07 March 2007

Haskell for the Short Attention Span: Run-Length Encoding, Part 3

This isn't a big improvement, but it occurs to me that my implementation from last time:

>deRLE :: [Integer] -> Bool -> Integer -> [Integer]
>deRLE [] False _ = []
>deRLE points False max = deRLEHelper points max
>deRLE points True max = deRLEHelper (0 : points) max

>deRLEHelper :: [Integer] -> Integer -> [Integer]
>deRLEHelper [] max = []
>deRLEHelper [unmatched] max = [unmatched..max]
>deRLEHelper (start:end:rest) max = [start..end - 1]
>    ++ deRLEHelper rest max

can be yet shorter; since deRLEHelper handles the empty list specially, deRLE doesn't need to:

>deRLE :: [Integer] -> Bool -> Integer -> [Integer]
>deRLE points False max = deRLEHelper points max
>deRLE points True max = deRLEHelper (0 : points) max

That way only the function that actually recurses down to the empty list has to explicitly handle it.

Can we make it even more concise and still retain the self-documenting aspects of the code? I'll have to come back to that question. It's time to respond to comments. When I first mentioned my triplify function, which breaks a string into strings of three characters, I wrote "I'm sure there is a very clever one-line fold that applies take 3 in an mind-expanding manner, but I was unable to find it." I got some great suggestions. The first, due to Cale Gibbard, was:

map (take 3) . takeWhile (not . null) . iterate (drop 3)

Let's look at it piecewise as a pipeline, from right to left.

First, our list/string (for example, "ABCDEFG") is fed to the function iterate along with (drop 3). Iterate is an interesting function. I tried to understand it a few months ago by reading the description at zvon.org, which says that iterate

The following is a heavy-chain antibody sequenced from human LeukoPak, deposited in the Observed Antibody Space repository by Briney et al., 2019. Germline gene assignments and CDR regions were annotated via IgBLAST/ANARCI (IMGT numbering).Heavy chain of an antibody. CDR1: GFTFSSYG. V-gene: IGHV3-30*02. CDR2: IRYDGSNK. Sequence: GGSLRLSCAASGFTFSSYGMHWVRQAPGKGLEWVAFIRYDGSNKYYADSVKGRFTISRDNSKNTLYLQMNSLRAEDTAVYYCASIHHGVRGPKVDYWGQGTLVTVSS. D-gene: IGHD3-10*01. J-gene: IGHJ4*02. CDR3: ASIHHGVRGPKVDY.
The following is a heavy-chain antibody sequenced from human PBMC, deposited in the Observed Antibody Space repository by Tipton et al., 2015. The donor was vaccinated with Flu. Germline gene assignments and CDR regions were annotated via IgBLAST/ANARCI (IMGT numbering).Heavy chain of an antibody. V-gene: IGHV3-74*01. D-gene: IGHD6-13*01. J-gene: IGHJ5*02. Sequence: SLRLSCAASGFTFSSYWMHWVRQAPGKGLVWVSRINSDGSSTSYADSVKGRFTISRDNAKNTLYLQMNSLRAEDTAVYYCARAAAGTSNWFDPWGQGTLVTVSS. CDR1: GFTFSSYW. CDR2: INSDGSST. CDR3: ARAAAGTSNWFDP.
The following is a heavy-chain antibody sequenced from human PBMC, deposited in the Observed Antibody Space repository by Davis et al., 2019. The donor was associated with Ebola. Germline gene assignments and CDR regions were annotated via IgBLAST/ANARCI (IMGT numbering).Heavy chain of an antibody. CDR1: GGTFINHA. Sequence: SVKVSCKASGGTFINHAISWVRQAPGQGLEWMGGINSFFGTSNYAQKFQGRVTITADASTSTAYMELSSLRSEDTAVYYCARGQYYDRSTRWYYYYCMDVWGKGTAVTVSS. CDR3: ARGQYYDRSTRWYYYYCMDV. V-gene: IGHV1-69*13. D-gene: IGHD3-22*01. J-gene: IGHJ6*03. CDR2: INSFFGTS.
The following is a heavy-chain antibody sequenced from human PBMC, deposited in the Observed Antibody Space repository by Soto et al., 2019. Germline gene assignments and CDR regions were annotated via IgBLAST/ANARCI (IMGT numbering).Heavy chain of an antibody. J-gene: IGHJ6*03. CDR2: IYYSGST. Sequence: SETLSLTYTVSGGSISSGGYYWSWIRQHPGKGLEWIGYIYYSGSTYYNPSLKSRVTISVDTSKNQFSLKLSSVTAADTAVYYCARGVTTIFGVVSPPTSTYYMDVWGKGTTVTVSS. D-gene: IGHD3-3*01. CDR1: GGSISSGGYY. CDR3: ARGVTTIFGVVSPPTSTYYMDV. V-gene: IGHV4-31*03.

creates an infinite list where the first item is calculated by applying the function on the second argument, the second item by applying the function on the previous result and so on.

They give the following example:

Input: take 10 (iterate (2*) 1)
Output: [1,2,4,8,16,32,64,128,256,512]

Note that if the behavior followed the description, the output would be [2,4,8,16,32,64,128,256,512,1024]. Their description is wrong, although the output matches GHCi's output. What does iterate really do? I'll describe it in the form of a poem.

iterate takes a function and a value, and returns a list consisting of:

the value

followed by
  the value of applying the function to the value

followed by
  the value of applying the function to
    the value of applying the function to the value

followed by
  the value of applying the function to
    the value of applying the function to
      the value of applying the function to the value
it will keep talking
  even when
    it has nothing
      new to say
        so please don't
        ask it any

That is, I can't evaluate

iterate (drop 3) "ABCDEFG"

because even though the input is finite, the output isn't; there's no termination to the recursion. However, I can evaluate part of the result:

take 4 (iterate (drop 3) "ABCDEFG")

And because of Haskell's lazy evaluation, we can feed this infinite result "upstream" to be used in the remainder of our calculation, and it will work fine as long as it doesn't evaluate the complete result. The next stage in our "points-free" pipeline is:

takeWhile (not . null)

The takeWhile function operates on a list, returning a list made up of its values as long as they match the predicate supplied. This has the effect of squashing the overly talkative iterate, because we stop evaluating its results as soon as it returns the first null value. Lazy evaluation is so cool!

Now, our finite list of strings is handed off to map (take 3), which generates a list of 3-character prefixes. Here's the whole process:

iterate (drop 3) "ABCDEFG"

yields an infinite list beginning ["ABCDEFG","DEFG","G",""];

takeWhile (not . null)

applied to the above will take elements from the list until it hits the first null: ["ABCDEFG","DEFG","G"]

map (take 3)

applied to the above will give us ["ABC","DEF","G"]. Note that the short remainder is preserved.


That seems so useful, I'm surprised it isn't a function in the Standard Prelude, called groupsOf. Although it would also be nice to have a version which didn't keep the short remainder, perhaps groupsOfOnly.